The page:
But as Hanna takes aim at the East Coast, storm watchers also were tracking two other storms churning westward in the open ocean, including Ike, which rapidly swelled late Wednesday evening into a ferocious Category 4 hurricane.
At 5 a.m. Thursday, Ike had maximum sustained winds near 145 mph (230 kph). The National Hurricane Center in Miami called Ike "an extremely dangerous" hurricane.
Ike was roaring far out in the Atlantic, 550 miles (885 kilometers) northeast of the Leeward Islands, and forecasters said it was too early to say if it would threaten land. It was moving toward the west-northwest at 17 mph (28 kph).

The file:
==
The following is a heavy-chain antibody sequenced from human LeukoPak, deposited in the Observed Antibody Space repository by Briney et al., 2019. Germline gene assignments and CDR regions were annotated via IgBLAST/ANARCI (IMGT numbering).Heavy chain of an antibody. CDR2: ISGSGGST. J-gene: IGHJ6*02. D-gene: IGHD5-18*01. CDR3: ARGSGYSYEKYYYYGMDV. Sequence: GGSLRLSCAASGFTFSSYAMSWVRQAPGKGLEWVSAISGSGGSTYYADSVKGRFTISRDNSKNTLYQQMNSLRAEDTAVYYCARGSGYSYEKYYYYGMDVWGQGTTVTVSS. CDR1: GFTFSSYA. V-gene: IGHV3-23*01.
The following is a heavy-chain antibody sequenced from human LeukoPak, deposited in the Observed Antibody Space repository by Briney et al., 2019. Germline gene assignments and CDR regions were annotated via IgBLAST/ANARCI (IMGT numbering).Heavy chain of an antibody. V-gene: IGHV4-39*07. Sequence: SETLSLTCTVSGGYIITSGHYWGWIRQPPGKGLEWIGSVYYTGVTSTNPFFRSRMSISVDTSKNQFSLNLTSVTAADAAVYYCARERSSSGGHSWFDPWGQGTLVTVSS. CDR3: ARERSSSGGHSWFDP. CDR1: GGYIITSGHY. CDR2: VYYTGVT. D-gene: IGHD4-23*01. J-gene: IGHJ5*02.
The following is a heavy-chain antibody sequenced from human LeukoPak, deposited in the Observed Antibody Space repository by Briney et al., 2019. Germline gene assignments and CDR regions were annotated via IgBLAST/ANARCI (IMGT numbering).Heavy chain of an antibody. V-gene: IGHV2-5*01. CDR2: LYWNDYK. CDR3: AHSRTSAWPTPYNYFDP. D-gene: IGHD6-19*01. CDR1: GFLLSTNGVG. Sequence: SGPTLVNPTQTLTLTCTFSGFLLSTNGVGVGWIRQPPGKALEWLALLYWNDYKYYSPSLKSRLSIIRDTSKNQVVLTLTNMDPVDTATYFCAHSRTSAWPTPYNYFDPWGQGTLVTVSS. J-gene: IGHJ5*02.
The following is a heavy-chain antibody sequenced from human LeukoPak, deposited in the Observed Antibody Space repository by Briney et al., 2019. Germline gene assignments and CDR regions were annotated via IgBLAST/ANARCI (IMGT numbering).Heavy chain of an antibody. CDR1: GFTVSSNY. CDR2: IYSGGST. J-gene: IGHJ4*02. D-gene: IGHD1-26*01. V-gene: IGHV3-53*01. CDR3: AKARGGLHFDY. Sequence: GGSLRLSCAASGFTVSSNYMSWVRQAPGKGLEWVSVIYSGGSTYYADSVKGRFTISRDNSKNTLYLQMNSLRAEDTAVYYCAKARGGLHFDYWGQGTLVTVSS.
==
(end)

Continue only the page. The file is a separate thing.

Ike is the third major hurricane of the Atlantic season, which runs from June 1 to Nov. 30. The other two were Bertha and Gustav.
Meanwhile, forecasters said Josephine, the tropical storm behind Ike, was getting stronger early Thursday after weakening on Wednesday. Josephine had maximum sustained winds near 60 mph (95 kph) and was moving toward the west-northwest near 10 mph (17 kph).
"We've got three of them on the way. We've just got to be prepared," said Frank Augustine, a 47-year convenience store manager, as he bought 10 five-gallon water jugs under blue skies at a Nassau depot.